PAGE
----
International Trade, Enforcement & Compliance Recent Developments Update (June 21, 2023)
Welcome to Foley’s International Trade, Enforcement & Compliance Recent Developments Update.
Recent developments include fair warning from the Department of Justice that national security concerns can invade even ordinary business activities, a reminder that the False Claims Act increasingly is being used as a weapon against companies that underpay Customs duties, and a multimillion-dollar message that federal judges find it kind of fishy to see price fixing between competitors.
National Security Risks
According to Principal Associate Deputy Attorney General Marshall Miller, the Department of Justice is finding that two-thirds of the DOJ’s major corporate criminal resolutions are now implicating U.S. national security. According to Mr. Miller, “[E]ven business operations and lines far removed from the defense sector — cigarettes, cement, information technology — can pose dire national security risks if the company is not highly sensitive to high-risk actors, high-risk areas, and high-risk internal activity,” including any operations in areas “controlled by autocracies.” Has your company conducted a global risk assessment in the last two years, to identify your highest-risk operations?
Customs False Claims Act Matter
In a recent settlement of a False Claims Act case, an importer agreed to pay $765,000 for failing to mark goods with the country of origin. Notably, the settlement was not premised on the underpayment of tariffs; instead, the underpaid duties were based on a 10-percent penalty that Customs is allowed to impose for failing to follow the Customs marking rules, thus demonstrating the incredible reach of FCA actions to hit Customs errors. Has your organization conducted a detailed review of its goods to ensure that it always knows the country of processing, that it is correctly applying the correct rules to determine this (substantial transformation versus tariff-shift for many free trade agreement countries), and that it is appropriately marking its goods in a way that will survive to the ultimate consumer?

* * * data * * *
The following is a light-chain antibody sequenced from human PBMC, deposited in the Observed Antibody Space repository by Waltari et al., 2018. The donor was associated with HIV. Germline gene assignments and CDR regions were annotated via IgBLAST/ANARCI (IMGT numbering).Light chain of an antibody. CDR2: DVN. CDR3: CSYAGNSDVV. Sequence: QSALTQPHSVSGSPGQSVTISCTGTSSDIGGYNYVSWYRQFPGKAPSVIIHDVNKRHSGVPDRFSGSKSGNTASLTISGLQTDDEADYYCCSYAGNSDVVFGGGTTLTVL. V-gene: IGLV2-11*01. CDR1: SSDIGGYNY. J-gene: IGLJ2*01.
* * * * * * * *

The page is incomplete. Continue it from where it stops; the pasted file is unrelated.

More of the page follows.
Antitrust & Fair Competition Enforcement
A Florida federal judge has approved a $33 million price-fixing settlement involving indirect salmon purchasers and salmon-farming companies. Wood Mountain Fish LLC v. Mowi ASA (f/k/a Marine Harvest ASA) et al., case number 1:19-cv-22128, in the U.S. District Court for the Southern District of Florida. Does your organization have an up-to-date antitrust and fair competition policy, including guidelines for managing trade association activities?
Export Controls Enforcement
The Department of Commerce has implemented a dual-track system that fast-tracks the completion of voluntary self-disclosures for minor export violations while incentivizing the submission of “significant possible violations” of the Export Administration Regulations. According to the Department, if “a company . . . commits a violation of the EAR and makes a disclosure, they benefit greatly by getting a sharply reduced penalty — but if they make a deliberate decision not to disclose a significant possible violation, they risk a sharply increased one.” Does your organization maintain comprehensive export control compliance measures, including an export controls and economic sanctions policy; stop, hold, and release internal controls; and written export controls and screening protocols?